..."Why on earth you need an 'app store' to install a freaking app on your phone?"...

Because after decades of experiencing dodgy downloads in the personal computing domain (of whichever persuasion) the largely uninitiated mobile device buying public finds it helpful to have a single point of reference for apps even if only for safety.

There are many who are not particularly tech savvy, but who have at the same time learned that the source of their apps is important; having a default store goes a long way to helping these people.

True there is more muck than brass in the Google Play store (& maybe the others too?) and users still need to be selective (as other comments here attest to), but having it is still better than not having it.

Besides, at least on Android, the user still has the option to go elsewhere if they want to.

YouTuber charged loads of fans $199 for shoddy machine-learning course that copy-pasted other people's GitHub code



It certainly doesn't bode well that all those technically, and perhaps scientifically, intelligent students have such an affinity for daftness. Or perhaps they feel the principle of due diligence is not of value for AI?

Time to check in again on the Atari retro console… dear God, it’s actually got worse


Re: Fools and their money...

I personally find it hard to understand why many fork out major cash for such baubles in the first place, even when they are a reality.

So being prepared to send ~$400 to a ghostly outfit, trading under a brand name long synonymous with failure, for stuff that only exists on a webpage (at most), does sound a bit unhinged to me...

GIMP open source image editor forked to fix 'problematic' name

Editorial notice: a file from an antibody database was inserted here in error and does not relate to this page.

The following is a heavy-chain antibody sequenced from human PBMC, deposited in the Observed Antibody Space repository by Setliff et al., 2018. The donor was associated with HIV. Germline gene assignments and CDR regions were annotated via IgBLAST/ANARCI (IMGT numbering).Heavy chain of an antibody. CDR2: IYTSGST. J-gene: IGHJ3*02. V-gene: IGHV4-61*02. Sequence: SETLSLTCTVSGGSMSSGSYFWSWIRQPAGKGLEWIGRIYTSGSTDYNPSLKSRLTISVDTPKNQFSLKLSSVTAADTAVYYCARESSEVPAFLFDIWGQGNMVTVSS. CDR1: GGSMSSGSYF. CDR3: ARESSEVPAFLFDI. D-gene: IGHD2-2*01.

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Re: Eh?

I too suffer a disability.

It's often mocked, both in everyday conversation as well as in the media at large.

And you know what? I'm still here - and what's more it gives me some great jokes to share...

That said, my beef (no apologies to vegans) with those shouting out the 'p' word is that they really do make my life difficult: The effect is that people are nervous/not candid with me in day-to-day life for fear of causing offence. Plus don't get me started when it comes to job interviews...

Frankly anyone who has a problem with the word gimp needs to grow up, get a life and a dictionary (not necessarily in that order).

Fresh stalkerware crop pops up on Google's Android Play Store, swiftly yanked offline


Re: Monopoly!

I can just hear Google shout out 'Daffyd Thomas' style: "I am the ONLY stalker in the village!"

Android clampdown on calls and texts access trashes bunch of apps


Re: Call recording too.

There's really no need for the snark...

The point is that laws which are unenforceable in practice are effectively useless i.e. not laws in reality. Such legislation is often rendered void by judiciaries when put to the test - in democracies at least. It's the difference between de jure and de facto.


Re: The trouble is...

...So now they're being stopped ( hopefully).

There are definitely plenty of apps that make dubious requests for permissions of all kinds and for sure a lot of them will be trying to slurp sensitive data. It's always been one of our worries that this takes place without our understanding and being of limited knowledge, seems difficult too difficult to keep track on.

That said, rather than just issue a blanket ban (the software engineers' response to almost all problems they don't know how to deal with), it would help if there was a general policy for apps to behave along the lines of: "Can I have permission? No? Ok I'll just do my best without it and stop whining..."

For certain there are plenty of apps that will fall foul of this approach but it would help in many cases at least. Otherwise it seems helpful to open source everything or at least insist Google Play offers some kind of privacy accreditation?